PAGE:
How Your Diet Affects Your Teeth

By June 16, 2020 July 6th, 2020 No Comments
bowl of fruit

Your diet has an impact on everything from the chemistry in your mouth to the strength of your bones. We all know that eating sugary foods can impact our long-term oral health, but in this article, we’ll discuss how that happens and why.

Impact of Diet on Teeth: Sugar

The process of tooth decay begins when plaque starts to form at the base of the teeth by the gumline. Plaque is a sticky substance that contains unhelpful mouth bacteria. It provides the perfect environment for them to breed. When sugar comes into contact with the plaque in your gumline, it creates an acid that then attacks the teeth, weakens the enamel, and eventually causes erosion or cavity.

If you like sugar drinks as a minor indulgence, you can limit the damage they do to your teeth by simply chasing them with a glass of water. This won’t remove all of the sugar, but it will reduce the harm done to your teeth.

Acidic Foods and Your Teeth

The reason why sugars are bad for your teeth is that they turn to acid in your mouth. Acidic foods have the same impact on your teeth. The strength of the acidity in the food determines how much damage it can do your teeth.

Highly acidic foods (like oranges) can erode tooth enamel. The trick to enjoying these tasty treats is to eat them with a meal. Other substances in your mouth can help neutralize the acid and prevent an attack on your enamel.

Anti-Inflammatory Foods

Your diet can actually be the source of inflammation, which registers as pain in your brain. This condition is known as diet-borne systemic inflammation, which is heavily correlated to tooth loss and poor oral hygiene. Heavily processed foods and saturated fats are among the types of food that lead to systemic inflammation. An “inflammatory” diet consists of high carbohydrate intake, trans fats, and high caloric intake.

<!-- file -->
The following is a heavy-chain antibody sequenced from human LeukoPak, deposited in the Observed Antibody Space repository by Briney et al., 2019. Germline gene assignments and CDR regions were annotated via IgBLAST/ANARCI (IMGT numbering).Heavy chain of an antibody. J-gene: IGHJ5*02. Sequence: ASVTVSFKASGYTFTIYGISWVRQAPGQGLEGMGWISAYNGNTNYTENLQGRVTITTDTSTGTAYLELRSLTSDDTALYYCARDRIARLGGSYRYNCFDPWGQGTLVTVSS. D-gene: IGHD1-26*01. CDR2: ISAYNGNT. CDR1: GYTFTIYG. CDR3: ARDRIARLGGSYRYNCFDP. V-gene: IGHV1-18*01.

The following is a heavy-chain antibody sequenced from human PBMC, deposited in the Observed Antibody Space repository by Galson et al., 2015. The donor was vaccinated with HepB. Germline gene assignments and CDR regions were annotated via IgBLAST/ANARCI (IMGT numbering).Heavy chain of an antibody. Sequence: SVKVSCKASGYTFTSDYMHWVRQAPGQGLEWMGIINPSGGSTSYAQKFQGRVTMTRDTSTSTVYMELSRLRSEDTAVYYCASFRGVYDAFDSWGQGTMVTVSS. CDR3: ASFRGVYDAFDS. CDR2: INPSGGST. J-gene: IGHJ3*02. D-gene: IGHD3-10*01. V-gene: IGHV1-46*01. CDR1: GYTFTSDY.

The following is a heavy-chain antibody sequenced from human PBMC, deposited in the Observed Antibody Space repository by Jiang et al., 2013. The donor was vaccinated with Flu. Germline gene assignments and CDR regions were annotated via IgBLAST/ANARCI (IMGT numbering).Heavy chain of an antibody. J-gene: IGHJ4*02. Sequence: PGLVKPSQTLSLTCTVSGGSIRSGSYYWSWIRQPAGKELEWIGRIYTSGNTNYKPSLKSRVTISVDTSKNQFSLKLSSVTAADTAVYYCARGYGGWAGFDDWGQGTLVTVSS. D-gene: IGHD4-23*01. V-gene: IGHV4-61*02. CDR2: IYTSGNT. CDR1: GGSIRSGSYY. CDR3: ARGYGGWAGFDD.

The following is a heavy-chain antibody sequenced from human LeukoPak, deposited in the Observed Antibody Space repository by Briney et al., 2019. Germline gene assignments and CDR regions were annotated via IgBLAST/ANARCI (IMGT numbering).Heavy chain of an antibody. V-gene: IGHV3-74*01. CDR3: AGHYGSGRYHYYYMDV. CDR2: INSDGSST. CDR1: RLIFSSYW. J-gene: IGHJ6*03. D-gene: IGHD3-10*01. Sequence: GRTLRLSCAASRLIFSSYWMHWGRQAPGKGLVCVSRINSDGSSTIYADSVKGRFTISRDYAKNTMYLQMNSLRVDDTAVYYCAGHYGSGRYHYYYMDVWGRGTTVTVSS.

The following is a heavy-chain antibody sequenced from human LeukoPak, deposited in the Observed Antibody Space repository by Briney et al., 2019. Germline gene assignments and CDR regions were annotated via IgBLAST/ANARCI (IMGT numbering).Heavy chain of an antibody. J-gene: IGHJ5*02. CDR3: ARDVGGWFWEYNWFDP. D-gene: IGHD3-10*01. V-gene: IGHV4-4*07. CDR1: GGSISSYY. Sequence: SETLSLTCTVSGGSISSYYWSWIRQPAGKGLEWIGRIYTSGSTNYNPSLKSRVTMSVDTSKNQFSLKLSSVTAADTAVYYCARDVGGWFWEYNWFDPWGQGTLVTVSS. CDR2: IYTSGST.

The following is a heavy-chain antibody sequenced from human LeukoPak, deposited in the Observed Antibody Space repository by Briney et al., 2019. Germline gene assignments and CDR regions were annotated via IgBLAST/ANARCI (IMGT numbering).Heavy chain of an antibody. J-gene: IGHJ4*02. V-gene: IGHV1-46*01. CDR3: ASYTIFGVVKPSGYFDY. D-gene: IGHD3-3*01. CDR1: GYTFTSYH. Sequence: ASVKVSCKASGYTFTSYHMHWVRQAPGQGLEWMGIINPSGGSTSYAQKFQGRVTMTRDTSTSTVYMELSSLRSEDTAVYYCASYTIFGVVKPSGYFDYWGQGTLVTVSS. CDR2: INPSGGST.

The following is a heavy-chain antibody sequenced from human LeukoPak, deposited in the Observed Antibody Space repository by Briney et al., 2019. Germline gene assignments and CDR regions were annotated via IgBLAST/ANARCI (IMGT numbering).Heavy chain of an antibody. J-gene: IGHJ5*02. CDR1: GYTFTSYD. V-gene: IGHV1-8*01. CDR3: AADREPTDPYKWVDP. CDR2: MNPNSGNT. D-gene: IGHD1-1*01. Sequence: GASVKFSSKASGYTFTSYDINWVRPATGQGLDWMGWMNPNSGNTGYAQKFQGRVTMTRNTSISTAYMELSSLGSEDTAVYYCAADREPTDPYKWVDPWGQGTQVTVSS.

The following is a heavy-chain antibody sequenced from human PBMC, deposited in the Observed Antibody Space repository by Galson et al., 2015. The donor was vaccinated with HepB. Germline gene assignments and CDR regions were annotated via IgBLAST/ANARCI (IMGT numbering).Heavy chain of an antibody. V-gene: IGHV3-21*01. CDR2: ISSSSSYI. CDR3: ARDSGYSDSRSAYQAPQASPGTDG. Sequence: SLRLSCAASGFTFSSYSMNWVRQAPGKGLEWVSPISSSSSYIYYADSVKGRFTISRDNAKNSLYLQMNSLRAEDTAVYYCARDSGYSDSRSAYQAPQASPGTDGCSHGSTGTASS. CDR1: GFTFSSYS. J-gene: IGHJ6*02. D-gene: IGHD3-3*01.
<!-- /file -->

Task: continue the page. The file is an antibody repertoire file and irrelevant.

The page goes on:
Healthy fats, on the other hand, are an important component of the anti-inflammatory diet. Sources of healthy fats include avocado, olive oil, and salmon each of which is rich in omega-3 fatty acids.

Calcium and Your Teeth

We know that calcium is part of good overall bone health, but it also helps your teeth and gums as well. Those who get the recommended daily dose of calcium in their diet are less likely to develop gum disease which hastens the rate of tooth decay.

Avoid Munching and Snacking

Your mouth needs a a break from eating and drinking constantly. Those who snack more, tend to have poor overall mouth health because those food particles will get stuck in their teeth where they’ll eventually become plaque. Brushing after meals is a good way to prevent this.

Schedule an Appointment With Peak Family Dental Care Today

If you’re concerned about your overall oral health, contact the Flagstaff dental clinic at Peak Family Dental Care today. We will make sure that you’re on the road to a lifetime of excellent oral health.

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